The owner of a South Carolina used car lot has been inundated with messages meant for the owner of a similarly named towing business who refused to help a stranded Bernie Sanders supporter.
Ken Shupe, owner of Shupee Maxx Towing in Travelers Rest, made national news after boasting that God told him to leave a disabled woman stranded alongside a North Carolina interstate when he spotted stickers and signs supporting the Democratic presidential candidate.
“Something came over me, I think the Lord came to me, and He just said, ‘Get in the truck and leave,’” Shupe said. “And when I got in my truck, you know, I was so proud, because I felt like I finally drew a line in the sand and stood up for what I believed.”
The Donald Trump supporter seemed eager to embrace the controversy.
Shupe had apparently never posted on the Facebook page for his towing service until Wednesday evening, after local news reports aired about his refusal to help the Sanders supporter.
He added Facebook profile and cover pictures of himself that apparently came from one of the news reports, along with links to some of those reports and an antagonist statement: “I have the right to service who I want to.”
But another business, about two miles up Highway 25 from Shupe’s now-infamous towing service, has been caught in the crossfire.
Lacey Johnson, who owns the similarly named Shupee’s Used Cars, has been begging Shupe’s critics to stop posting messages on her social media page and calling her auto lot.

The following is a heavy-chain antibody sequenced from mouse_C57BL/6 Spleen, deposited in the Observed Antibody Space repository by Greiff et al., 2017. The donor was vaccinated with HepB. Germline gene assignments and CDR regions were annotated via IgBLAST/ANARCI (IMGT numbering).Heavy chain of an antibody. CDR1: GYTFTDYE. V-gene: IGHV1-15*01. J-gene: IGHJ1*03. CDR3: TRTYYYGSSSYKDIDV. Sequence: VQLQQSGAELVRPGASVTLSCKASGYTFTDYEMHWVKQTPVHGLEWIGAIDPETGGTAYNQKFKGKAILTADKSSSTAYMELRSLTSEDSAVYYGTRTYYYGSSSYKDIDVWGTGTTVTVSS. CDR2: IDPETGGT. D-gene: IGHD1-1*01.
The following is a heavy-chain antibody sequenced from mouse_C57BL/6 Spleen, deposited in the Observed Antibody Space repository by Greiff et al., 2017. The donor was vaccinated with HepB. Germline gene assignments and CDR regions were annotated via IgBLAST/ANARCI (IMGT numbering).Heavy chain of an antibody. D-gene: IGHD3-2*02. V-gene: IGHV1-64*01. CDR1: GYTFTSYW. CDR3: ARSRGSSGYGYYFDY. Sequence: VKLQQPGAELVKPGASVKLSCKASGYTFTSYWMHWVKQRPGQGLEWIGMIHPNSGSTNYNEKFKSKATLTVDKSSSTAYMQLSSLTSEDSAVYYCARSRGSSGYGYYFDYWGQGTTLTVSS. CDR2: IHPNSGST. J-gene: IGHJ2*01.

“I take pride in my business and try to please all my customers,” Johnson said on her business Facebook page. “We all have different beliefs, but I will not refuse service or selling a car to anyone that has different beliefs than me.”
“I do not own a tow truck so I could not have left a woman stranded on the side of the road,” Johnson added.
Shupe attracted his fair share of supporters, who defended his right to refuse service on the basis of political beliefs — and others who suggested the Sanders supporter needed a “wakeup call.”
But at least one critic suspected Shupe had another motive in embracing the controversy over his refusal of service.
“And his GoFundMe page begging for money because he is a poor, persecuted Christian goes up in 5, 4, 3…” said Facebook user Colleen Mahony. “And there will be morons that will send this con man money.”